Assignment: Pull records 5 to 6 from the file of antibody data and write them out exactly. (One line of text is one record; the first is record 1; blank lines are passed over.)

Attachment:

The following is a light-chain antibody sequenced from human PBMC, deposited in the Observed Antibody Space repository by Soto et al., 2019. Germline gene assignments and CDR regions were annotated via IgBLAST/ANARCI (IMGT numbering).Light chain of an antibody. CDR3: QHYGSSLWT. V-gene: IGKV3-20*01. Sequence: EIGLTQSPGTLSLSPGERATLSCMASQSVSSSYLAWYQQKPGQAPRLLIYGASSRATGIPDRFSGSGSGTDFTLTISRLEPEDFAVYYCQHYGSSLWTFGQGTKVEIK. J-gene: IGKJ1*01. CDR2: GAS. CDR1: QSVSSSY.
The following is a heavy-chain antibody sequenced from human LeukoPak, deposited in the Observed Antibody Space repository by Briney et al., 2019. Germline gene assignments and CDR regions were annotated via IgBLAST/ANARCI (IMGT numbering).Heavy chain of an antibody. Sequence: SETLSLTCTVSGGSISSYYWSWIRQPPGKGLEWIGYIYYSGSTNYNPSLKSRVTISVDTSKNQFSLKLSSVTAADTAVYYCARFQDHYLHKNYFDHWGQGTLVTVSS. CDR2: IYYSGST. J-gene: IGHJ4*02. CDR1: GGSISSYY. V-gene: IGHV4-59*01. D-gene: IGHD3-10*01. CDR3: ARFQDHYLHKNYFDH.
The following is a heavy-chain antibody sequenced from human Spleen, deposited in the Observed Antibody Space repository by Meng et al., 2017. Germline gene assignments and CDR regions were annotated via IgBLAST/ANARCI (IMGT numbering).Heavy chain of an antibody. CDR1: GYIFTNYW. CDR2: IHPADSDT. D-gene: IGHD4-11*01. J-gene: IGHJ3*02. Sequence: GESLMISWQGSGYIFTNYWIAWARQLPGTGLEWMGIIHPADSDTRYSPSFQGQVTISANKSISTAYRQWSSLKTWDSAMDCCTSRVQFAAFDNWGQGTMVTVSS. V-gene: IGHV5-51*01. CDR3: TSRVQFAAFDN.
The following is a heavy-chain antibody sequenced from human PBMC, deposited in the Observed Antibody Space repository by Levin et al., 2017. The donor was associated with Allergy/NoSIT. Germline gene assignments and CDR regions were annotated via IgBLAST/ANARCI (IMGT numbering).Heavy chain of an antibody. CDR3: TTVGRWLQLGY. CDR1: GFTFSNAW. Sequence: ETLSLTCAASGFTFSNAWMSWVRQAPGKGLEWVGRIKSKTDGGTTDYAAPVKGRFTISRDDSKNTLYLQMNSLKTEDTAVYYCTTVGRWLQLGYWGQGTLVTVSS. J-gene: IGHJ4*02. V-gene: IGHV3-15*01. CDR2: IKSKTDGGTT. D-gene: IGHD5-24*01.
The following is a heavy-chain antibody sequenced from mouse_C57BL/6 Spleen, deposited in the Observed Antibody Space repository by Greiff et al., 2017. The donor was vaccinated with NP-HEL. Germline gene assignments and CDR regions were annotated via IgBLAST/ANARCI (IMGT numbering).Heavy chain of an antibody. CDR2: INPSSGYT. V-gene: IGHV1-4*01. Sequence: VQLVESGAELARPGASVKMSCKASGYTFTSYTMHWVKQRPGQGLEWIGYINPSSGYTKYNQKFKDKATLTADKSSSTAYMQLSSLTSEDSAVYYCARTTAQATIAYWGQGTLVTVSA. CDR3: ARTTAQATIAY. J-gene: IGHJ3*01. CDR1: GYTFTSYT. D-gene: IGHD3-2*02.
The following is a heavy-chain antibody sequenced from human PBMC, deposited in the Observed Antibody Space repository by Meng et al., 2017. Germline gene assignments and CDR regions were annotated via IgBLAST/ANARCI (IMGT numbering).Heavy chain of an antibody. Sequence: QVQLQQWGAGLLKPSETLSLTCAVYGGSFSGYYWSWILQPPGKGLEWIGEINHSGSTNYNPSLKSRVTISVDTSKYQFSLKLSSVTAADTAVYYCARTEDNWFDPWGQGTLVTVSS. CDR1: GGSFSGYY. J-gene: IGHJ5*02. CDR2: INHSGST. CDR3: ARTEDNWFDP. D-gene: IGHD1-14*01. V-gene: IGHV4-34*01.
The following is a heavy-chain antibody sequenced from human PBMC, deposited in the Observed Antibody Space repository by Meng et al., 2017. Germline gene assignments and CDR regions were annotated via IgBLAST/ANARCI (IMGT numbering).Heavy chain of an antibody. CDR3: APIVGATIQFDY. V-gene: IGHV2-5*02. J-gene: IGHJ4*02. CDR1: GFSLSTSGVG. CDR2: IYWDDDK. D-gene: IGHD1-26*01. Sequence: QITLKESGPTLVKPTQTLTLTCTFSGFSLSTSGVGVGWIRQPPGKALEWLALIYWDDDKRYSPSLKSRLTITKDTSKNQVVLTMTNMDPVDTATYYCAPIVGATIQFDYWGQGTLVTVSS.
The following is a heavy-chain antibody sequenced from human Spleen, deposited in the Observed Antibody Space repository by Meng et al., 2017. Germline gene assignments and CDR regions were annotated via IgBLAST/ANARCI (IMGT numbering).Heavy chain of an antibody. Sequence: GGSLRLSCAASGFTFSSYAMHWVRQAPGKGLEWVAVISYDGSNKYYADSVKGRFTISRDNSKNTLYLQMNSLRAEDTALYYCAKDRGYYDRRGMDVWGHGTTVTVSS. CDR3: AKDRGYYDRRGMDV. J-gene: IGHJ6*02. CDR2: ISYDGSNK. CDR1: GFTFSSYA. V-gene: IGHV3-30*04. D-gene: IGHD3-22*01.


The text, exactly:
The following is a heavy-chain antibody sequenced from mouse_C57BL/6 Spleen, deposited in the Observed Antibody Space repository by Greiff et al., 2017. The donor was vaccinated with NP-HEL. Germline gene assignments and CDR regions were annotated via IgBLAST/ANARCI (IMGT numbering).Heavy chain of an antibody. CDR2: INPSSGYT. V-gene: IGHV1-4*01. Sequence: VQLVESGAELARPGASVKMSCKASGYTFTSYTMHWVKQRPGQGLEWIGYINPSSGYTKYNQKFKDKATLTADKSSSTAYMQLSSLTSEDSAVYYCARTTAQATIAYWGQGTLVTVSA. CDR3: ARTTAQATIAY. J-gene: IGHJ3*01. CDR1: GYTFTSYT. D-gene: IGHD3-2*02.
The following is a heavy-chain antibody sequenced from human PBMC, deposited in the Observed Antibody Space repository by Meng et al., 2017. Germline gene assignments and CDR regions were annotated via IgBLAST/ANARCI (IMGT numbering).Heavy chain of an antibody. Sequence: QVQLQQWGAGLLKPSETLSLTCAVYGGSFSGYYWSWILQPPGKGLEWIGEINHSGSTNYNPSLKSRVTISVDTSKYQFSLKLSSVTAADTAVYYCARTEDNWFDPWGQGTLVTVSS. CDR1: GGSFSGYY. J-gene: IGHJ5*02. CDR2: INHSGST. CDR3: ARTEDNWFDP. D-gene: IGHD1-14*01. V-gene: IGHV4-34*01.